Leadership For Pakistan
III. Rule Of Law
Introduction & Background.
Supremacy of the law is a fundamental concept in a constitutional democratic order. The rule of law is the underlying framework of rules and rights that make prosperous and fair societies possible. The rule of law is a system in which no one, including government, is above the law; where laws protect fundamental rights; and where justice is accessible to all. The rule of law presupposes the absence of wide discretionary authority in the rulers, so that they cannot make their own laws but must govern according to the established laws. Those laws ought not to be too easily changeable. Stable laws are a prerequisite of the certainty and confidence which form an essential part of individual freedom and security.
The rule of law is extremely weak in Pakistan The Pakistan justice system suffers from a many pitfalls with widespread prevailing corruption, inefficiency, political influences, inordinate delays, costly and prolonged litigation, frivolous law suits, critical loop holes enabling criminals and terrorists to escape from the hands of the law. Further to this the laws of the prevailing legal framework coined pre-partition by the English rulers to subjugate the ruled, do not comply with the current socio-political, economic and legal entities of the present independent and sovereign Pakistan and need urgent reforms.
The current situation in Pakistan is troublesome and most probably the worst in the 65 year´s history of the country. Domestic security is unfortunately deteriorating and the state is challenged by growing militancy and terrorism, which has already caused hundreds and thousands of casualties. This grave scenario is further intensified by an economic crises with higher cost of living and shortages of foods and basic necessities of life including increasing energy shortages.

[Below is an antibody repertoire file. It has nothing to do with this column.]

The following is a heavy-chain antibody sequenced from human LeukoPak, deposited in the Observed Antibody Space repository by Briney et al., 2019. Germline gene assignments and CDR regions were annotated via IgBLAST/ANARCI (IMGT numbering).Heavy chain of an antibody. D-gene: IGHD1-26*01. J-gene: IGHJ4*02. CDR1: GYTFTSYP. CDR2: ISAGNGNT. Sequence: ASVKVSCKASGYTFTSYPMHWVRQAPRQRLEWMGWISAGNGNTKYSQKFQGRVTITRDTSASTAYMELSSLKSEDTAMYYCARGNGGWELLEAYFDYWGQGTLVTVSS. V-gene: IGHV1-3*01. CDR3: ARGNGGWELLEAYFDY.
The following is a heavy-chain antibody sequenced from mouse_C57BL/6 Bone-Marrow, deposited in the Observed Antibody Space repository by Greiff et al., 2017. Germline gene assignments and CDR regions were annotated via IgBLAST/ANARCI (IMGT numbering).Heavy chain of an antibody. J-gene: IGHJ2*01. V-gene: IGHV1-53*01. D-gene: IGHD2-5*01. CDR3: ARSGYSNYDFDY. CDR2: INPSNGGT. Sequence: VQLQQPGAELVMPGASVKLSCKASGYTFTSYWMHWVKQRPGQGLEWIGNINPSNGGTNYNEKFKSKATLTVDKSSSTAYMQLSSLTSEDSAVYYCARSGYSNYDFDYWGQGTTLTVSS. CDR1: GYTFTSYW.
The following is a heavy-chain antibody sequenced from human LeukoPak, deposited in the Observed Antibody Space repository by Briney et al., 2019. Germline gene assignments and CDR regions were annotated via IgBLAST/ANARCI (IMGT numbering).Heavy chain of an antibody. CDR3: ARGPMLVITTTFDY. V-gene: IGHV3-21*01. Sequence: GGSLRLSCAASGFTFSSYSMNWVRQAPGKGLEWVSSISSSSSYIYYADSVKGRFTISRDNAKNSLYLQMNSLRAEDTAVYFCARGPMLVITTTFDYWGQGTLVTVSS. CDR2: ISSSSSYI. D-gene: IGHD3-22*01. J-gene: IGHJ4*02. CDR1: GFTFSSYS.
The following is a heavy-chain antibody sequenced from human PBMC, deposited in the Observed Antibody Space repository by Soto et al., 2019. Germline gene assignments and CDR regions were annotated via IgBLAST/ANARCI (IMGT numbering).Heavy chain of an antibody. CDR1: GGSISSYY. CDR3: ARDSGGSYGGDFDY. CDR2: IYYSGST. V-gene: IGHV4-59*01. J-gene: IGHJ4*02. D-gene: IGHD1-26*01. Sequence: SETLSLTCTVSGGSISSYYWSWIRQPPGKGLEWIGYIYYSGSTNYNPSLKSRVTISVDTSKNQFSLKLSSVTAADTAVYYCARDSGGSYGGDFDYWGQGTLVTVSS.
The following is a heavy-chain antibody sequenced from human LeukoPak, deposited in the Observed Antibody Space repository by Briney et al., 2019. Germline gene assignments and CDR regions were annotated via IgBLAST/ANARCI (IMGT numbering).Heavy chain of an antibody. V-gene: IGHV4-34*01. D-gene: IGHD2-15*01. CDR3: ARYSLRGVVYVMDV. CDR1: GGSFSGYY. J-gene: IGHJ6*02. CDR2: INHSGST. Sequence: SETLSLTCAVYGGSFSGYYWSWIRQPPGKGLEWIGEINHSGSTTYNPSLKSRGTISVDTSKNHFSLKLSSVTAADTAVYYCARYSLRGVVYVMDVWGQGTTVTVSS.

While the rule of law covers many issues , some typical requirements under the rule of law in context to the complexity of problems that the nation faces today ,include assess to intelligible, clear and predictable laws and justice system. All laws should be equitable, easily accessible, fair, without inordinate delay and prohibiting costs, providing protection of fundamental human rights. Public representatives and Public servants must exercise restrainant and balanced power, and in good faith. Adjudicative state procedures should be fair and the state must comply its obligations to international law. The paramount of all is the necessity of a sustained and empowered independent Judiciary which is extremely important issue and a matter of survival for keeping Pakistan’s societal structure intact. If addressed properly, many of Pakistan’s other problems will also be resolved simultaneously.
The absence of rule of law has often been cited as key hurdle for good governance in Pakistan. It is a fundamental notion for a democratic process and development, though its advocacy and enforcement is not merely and exclusively the responsibility of the state. In fact all segments, institutions of the state and society need to come together to ensure as well as respect this essential dictum for upholding order, stability, tranquility and governance